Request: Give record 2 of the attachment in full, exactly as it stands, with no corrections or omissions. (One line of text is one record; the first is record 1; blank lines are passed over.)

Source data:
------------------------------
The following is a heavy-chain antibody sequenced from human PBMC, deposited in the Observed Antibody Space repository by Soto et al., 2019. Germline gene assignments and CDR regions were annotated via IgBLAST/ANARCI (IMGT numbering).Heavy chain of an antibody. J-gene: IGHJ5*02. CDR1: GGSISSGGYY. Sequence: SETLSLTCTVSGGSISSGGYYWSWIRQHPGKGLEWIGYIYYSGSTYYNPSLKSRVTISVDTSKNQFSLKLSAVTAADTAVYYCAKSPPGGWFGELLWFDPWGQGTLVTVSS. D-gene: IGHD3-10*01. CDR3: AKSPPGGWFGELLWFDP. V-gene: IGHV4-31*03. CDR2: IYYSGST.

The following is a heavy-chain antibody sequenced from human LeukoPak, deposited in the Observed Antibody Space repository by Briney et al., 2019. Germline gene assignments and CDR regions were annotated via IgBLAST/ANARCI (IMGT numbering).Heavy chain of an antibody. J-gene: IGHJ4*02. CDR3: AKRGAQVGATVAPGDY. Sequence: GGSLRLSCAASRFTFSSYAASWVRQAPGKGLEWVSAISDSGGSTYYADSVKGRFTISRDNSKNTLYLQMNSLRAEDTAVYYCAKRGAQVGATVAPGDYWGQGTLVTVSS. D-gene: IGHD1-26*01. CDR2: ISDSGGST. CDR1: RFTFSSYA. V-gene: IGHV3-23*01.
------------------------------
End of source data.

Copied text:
The following is a heavy-chain antibody sequenced from human LeukoPak, deposited in the Observed Antibody Space repository by Briney et al., 2019. Germline gene assignments and CDR regions were annotated via IgBLAST/ANARCI (IMGT numbering).Heavy chain of an antibody. J-gene: IGHJ4*02. CDR3: AKRGAQVGATVAPGDY. Sequence: GGSLRLSCAASRFTFSSYAASWVRQAPGKGLEWVSAISDSGGSTYYADSVKGRFTISRDNSKNTLYLQMNSLRAEDTAVYYCAKRGAQVGATVAPGDYWGQGTLVTVSS. D-gene: IGHD1-26*01. CDR2: ISDSGGST. CDR1: RFTFSSYA. V-gene: IGHV3-23*01.